In a short speech on Wednesday, Obama declared, “When I can act on my own without Congress, I’m going to do so.” He may have been referring specifically to unemployment benefits. But the fact remains that this characterizes his presidency (or should we say “reign”?). In the years preceding the ratification of the US Constitution, a group of wise and prescient men wrote some articles that unfortunately did not have the impact they should have. These men, known now as the Anti-Federalists, were wary (among other things) of the powers we were then investing in the executive branch. Check out this uncannily accurate warning, more relevant now than ever:
It is, therefore, obvious to the least intelligent mind [The Anti-Federalists may have “mis-over-estimated” our intelligence…] to account why great power in the hands of a magistrate, and that power connected with considerable duration, may be dangerous to the liberties of a republic. The deposit of vast trusts in the hands of a single magistrate enables him in their exercise to create a numerous train of dependents. This tempts his ambition, which in a republican magistrate is also remarked, to be pernicious, and the duration of his office for any considerable time favors his views, gives him the means and time to perfect and execute his designs; he therefore fancies that he may be great and glorious by oppressing his fellow citizens, and raising himself to permanent grandeur on the ruins of his country. . . . His power of nomination and influence on all appointments; the strong posts in each state comprised within his superintendence, and garrisoned by troops under his direction; his control over the army, militia, and navy; the unrestrained power of granting pardons for treason, which may be used to screen from punishment those whom he had secretly instigated to commit the crime, and thereby prevent a discovery of his own guilt; his duration in office for four years—these, and various other principles evidently prove the truth of the position, that if the president is possessed of ambition, he has power and time sufficient to ruin his country.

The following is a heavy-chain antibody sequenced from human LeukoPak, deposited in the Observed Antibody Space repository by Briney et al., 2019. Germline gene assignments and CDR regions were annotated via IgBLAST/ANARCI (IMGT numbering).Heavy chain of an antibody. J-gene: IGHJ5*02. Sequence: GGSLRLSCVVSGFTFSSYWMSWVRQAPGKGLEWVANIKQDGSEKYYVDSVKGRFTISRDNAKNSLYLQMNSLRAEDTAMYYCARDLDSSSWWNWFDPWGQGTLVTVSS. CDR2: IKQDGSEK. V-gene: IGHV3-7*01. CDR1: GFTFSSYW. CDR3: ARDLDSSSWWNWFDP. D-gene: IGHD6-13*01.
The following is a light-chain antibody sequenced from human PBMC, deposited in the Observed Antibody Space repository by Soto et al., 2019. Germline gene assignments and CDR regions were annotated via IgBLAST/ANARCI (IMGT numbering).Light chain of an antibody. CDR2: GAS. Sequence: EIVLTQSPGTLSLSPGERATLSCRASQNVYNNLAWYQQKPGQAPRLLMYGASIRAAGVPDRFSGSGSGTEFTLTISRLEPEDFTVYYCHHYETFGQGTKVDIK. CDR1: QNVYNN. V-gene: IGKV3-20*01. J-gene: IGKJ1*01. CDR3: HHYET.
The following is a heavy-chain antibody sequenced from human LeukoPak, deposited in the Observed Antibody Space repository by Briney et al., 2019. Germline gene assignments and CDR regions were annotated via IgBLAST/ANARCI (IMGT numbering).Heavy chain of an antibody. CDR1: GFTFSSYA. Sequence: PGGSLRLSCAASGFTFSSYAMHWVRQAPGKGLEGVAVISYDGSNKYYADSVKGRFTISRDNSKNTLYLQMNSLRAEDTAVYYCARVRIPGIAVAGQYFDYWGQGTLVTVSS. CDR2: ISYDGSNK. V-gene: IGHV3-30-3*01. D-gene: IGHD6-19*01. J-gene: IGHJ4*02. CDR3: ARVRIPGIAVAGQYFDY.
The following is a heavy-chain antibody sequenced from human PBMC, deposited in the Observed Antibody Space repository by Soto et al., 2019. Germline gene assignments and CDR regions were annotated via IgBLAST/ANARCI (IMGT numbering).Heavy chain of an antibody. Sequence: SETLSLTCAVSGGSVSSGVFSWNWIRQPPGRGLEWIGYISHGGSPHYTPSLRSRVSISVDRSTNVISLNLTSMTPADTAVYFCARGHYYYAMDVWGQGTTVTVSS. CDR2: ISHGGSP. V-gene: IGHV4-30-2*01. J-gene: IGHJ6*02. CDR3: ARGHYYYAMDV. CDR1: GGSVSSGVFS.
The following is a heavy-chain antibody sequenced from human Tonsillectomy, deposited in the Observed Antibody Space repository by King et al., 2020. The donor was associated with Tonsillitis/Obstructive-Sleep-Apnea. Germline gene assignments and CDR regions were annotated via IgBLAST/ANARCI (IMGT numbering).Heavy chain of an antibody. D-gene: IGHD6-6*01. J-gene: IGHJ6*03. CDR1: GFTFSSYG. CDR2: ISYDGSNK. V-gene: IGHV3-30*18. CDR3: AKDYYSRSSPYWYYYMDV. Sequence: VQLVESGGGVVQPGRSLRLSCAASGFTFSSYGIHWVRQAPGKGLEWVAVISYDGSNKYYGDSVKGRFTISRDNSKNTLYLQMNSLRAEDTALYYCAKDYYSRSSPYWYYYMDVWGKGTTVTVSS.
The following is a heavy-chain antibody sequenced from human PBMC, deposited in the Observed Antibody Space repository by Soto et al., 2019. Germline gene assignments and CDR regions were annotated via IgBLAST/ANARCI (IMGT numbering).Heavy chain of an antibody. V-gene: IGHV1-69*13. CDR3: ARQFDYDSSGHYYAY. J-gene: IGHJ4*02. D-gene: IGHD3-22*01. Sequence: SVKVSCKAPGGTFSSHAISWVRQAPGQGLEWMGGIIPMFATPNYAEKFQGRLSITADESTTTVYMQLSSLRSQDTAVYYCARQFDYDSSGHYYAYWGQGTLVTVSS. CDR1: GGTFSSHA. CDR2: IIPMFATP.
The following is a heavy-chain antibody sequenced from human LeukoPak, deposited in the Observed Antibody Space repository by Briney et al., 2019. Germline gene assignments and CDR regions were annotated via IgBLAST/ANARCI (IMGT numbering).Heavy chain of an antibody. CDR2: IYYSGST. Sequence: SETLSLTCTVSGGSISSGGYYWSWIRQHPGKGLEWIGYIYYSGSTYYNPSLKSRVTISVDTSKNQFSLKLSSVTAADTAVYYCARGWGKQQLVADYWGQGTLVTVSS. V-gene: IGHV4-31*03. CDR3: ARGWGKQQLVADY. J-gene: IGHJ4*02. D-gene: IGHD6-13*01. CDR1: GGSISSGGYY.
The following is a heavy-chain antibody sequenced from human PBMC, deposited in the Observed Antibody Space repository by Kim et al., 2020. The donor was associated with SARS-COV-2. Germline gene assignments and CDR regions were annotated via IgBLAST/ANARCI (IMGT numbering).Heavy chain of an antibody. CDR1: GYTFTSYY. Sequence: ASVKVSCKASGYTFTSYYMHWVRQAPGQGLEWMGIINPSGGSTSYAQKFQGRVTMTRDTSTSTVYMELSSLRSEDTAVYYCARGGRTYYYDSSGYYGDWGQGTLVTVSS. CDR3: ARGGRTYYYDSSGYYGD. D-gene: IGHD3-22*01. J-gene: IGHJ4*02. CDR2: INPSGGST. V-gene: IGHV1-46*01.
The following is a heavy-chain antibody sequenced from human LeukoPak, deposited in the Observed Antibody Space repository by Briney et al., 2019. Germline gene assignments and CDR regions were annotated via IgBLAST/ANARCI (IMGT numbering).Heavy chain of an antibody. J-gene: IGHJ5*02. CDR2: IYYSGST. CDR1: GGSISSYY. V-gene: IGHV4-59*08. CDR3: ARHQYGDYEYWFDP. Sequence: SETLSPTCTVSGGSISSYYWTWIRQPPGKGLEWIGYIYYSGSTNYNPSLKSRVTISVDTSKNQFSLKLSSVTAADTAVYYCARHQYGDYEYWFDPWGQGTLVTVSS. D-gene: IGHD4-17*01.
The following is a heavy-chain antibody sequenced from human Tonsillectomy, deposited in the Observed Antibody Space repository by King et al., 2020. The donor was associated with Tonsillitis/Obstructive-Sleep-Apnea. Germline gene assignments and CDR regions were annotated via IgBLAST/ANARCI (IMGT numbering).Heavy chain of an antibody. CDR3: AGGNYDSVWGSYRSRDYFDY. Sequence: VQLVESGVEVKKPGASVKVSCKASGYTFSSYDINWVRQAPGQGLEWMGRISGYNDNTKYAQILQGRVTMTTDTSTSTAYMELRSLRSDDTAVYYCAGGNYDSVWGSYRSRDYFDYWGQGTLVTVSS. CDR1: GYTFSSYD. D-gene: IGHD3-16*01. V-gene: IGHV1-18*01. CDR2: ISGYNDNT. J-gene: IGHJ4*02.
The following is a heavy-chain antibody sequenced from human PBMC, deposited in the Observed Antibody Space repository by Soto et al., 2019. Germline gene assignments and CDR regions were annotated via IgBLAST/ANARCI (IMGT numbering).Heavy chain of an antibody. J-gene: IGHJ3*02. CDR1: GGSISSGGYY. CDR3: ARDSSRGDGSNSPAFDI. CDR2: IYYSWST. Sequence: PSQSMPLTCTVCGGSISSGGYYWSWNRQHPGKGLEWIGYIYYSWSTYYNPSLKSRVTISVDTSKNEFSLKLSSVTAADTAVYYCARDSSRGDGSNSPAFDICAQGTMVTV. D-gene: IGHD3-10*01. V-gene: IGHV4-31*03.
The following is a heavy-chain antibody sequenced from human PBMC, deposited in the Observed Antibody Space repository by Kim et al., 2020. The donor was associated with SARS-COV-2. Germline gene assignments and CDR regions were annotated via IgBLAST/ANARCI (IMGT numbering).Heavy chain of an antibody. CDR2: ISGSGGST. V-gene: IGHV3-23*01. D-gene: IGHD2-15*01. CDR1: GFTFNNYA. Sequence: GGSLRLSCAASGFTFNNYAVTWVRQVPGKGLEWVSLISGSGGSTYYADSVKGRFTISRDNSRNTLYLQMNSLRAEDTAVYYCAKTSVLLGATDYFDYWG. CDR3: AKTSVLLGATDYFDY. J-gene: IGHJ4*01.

The Anti-Federalists were concerned that the executive branch was nothing more than a thinly-veiled monarchy. That seemed less accurate in 1787. People then believed that the legislative power would balance the executive. The President needed a Congressional declaration of war to deploy troops. The legislative held the purse strings. The President couldn’t just write laws.
Not so much. Congress hasn’t formally declared war since World War II, yet we have troops deployed all over the world. Congress is strong-armed into funding whatever the current administration deems fit. And the President can legislate through executive orders all he wants. If you were still wondering whether the Anti-Federalists were right, let me just repeat what Obama said yesterday: “When I can act on my own without Congress, I am going to do so.” If Obama needed a motto, I would recommend this: “Raising myself to permanent grandeur on the ruins of my country.” It has a certain ring to it, no?
Authored By Michael Minkoff on Jan 16, 2014